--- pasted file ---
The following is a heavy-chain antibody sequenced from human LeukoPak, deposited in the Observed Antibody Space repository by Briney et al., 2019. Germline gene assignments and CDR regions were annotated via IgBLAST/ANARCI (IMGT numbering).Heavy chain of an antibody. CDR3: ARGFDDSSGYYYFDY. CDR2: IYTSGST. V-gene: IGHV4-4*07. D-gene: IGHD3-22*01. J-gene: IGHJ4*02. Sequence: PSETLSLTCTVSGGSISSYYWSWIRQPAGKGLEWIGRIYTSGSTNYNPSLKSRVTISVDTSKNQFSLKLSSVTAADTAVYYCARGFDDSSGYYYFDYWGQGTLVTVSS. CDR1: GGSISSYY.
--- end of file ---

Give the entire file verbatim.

The following is a heavy-chain antibody sequenced from human LeukoPak, deposited in the Observed Antibody Space repository by Briney et al., 2019. Germline gene assignments and CDR regions were annotated via IgBLAST/ANARCI (IMGT numbering).Heavy chain of an antibody. CDR3: ARGFDDSSGYYYFDY. CDR2: IYTSGST. V-gene: IGHV4-4*07. D-gene: IGHD3-22*01. J-gene: IGHJ4*02. Sequence: PSETLSLTCTVSGGSISSYYWSWIRQPAGKGLEWIGRIYTSGSTNYNPSLKSRVTISVDTSKNQFSLKLSSVTAADTAVYYCARGFDDSSGYYYFDYWGQGTLVTVSS. CDR1: GGSISSYY.